In the case of HIV/AIDS, Lewis notes that many women in Africa still live in a culture where they do not have the power to say no to sex or insist on using a condom.
"The nature of gender inequality is so entrenched... that women ultimately suffer. They become the most vulnerable," says Lewis, noting that combatting sexual violence and its staggeringly high HIV transmission rates are only now being focused on.
"In many many parts of the African continent, easily between 60 and 70 per cent of those who are infected are women," says Lewis, calling these transmission rates "terrifying."
"We don't have the same energy, we don't have the same urgency, we don't have the same compelling determination to overcome it where women are concerned."
Stigma and discrimination against those carrying the disease, particularly women, has also made it difficult to get those affected into treatment. Recently, Uganda's president signed into law a new bill that criminalizes the transmission of HIV and singles out women by requiring survivors of sexual assault and pregnant women undergo HIV testing. Such provisions increase discrimination and stigma associated with the disease, and distrust of the health care system may discourage women from seeking care.
The danger of donor apathy
Given many of these factors, Lewis cautions that although progress has been made in our ability to treat HIV/AIDS, donor nations must not be complacent.
"We're still not getting from the wealthy countries in the world the kind of financial response to support the rolling out of treatment," says Lewis, noting that the Global Fund to fight AIDS, Tuberculosis and Malaria was several billion dollars short of its goals at the last replenishment meeting.
"Now should be the time to ring the alarm bells," he says.
According to Lewis, public relations decisions by UN agencies to emphasize slogans like "The End of AIDS" or "An AIDS Free Generation" are supporting a general notion that the pandemic is almost over.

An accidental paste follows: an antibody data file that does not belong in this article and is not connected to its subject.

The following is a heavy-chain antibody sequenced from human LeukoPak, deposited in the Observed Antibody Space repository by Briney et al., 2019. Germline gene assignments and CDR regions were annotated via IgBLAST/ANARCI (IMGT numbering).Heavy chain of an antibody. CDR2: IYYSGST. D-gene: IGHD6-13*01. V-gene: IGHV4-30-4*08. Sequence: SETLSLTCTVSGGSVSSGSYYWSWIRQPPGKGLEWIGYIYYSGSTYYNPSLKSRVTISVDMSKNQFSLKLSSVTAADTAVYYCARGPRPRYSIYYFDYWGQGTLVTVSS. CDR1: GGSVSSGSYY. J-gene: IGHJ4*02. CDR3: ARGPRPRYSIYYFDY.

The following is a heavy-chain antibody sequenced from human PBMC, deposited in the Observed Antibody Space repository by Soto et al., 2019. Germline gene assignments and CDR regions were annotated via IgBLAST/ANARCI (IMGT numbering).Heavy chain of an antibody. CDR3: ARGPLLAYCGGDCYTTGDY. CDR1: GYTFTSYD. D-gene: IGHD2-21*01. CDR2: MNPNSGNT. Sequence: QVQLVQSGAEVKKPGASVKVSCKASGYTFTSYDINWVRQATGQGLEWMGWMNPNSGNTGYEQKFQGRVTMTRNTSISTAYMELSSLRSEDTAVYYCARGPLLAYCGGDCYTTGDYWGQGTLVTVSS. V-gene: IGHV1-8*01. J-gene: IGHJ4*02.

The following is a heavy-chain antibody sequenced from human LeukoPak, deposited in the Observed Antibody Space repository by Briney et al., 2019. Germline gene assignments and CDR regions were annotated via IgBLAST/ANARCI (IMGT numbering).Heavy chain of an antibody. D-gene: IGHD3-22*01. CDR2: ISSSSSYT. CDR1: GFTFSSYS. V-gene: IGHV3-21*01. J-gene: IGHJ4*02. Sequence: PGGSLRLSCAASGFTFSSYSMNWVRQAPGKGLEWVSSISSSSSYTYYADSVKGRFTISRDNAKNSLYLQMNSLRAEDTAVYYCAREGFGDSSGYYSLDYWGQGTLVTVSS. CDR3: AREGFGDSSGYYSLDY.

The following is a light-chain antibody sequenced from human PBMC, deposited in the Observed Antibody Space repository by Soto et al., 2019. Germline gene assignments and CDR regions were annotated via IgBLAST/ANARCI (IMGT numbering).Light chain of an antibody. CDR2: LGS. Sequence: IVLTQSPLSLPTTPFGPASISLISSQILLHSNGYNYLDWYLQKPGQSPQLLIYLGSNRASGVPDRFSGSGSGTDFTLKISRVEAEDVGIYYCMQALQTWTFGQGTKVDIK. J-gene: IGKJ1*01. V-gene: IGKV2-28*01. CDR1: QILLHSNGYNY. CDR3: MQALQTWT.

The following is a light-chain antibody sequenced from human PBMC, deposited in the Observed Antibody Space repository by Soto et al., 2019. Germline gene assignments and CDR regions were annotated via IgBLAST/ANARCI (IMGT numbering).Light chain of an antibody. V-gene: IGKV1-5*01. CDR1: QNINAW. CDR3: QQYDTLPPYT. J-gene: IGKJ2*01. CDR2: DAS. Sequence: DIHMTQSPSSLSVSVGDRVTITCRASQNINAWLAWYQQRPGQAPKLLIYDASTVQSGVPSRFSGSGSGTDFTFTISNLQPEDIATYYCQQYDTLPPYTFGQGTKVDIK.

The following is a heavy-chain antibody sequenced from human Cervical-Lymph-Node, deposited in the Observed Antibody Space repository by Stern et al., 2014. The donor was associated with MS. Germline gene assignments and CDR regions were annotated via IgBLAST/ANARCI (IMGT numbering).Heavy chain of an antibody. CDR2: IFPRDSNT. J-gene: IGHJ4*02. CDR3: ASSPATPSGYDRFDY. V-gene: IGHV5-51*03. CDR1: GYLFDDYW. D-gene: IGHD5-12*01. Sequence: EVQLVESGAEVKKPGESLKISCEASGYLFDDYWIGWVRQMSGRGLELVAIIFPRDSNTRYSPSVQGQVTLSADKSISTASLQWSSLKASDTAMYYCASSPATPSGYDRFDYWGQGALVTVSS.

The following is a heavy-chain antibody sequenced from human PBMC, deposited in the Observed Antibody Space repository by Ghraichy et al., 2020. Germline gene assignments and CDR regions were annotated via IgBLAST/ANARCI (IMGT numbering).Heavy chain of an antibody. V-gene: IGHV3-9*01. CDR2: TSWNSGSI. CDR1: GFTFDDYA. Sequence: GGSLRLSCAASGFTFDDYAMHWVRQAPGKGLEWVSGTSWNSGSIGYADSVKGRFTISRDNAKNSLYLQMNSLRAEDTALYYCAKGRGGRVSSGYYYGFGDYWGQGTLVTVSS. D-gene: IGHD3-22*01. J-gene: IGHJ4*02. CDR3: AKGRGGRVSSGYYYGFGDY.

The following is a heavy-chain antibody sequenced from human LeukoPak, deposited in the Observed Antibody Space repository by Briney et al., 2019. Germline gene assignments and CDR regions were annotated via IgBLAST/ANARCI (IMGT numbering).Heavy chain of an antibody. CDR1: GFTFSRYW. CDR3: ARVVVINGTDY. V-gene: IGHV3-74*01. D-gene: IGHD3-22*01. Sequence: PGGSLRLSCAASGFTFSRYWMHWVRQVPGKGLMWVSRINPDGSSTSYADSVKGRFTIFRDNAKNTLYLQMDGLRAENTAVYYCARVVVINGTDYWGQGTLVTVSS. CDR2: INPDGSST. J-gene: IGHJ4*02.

"They have almost induced in the donor nations a sense of complacency.
"There's no question that [complacency] has become pervasive– that it is now much more difficult to get concern for HIV into news stories. It's more difficult to extract funds from donor countries," he says.
Some of the countries with the highest rates of the disease are already reeling from the consequences of evaporating support. Lewis says that in countries like South Africa, which has the highest number of people living with the virus at estimated 6 million individuals, are having to scramble to find hundreds of millions of dollars for treatment programs, on top of already funding a huge part of the response.
What's more, Lewis says there is a general lack of appreciation in the Western world as to just how capable communities across Africa are, when given the right supports.
"You understand as you move through Africa – and this was brought home vividly to me when I was the envoy – that the sophistication of the communities, particularly women at the grassroots, is extraordinary," he says.
"The inability of the rich world to understand the knowledge, the generosity of spirit, the expertise, the tremendous community networks that exist ... it's a great failing of the Western world."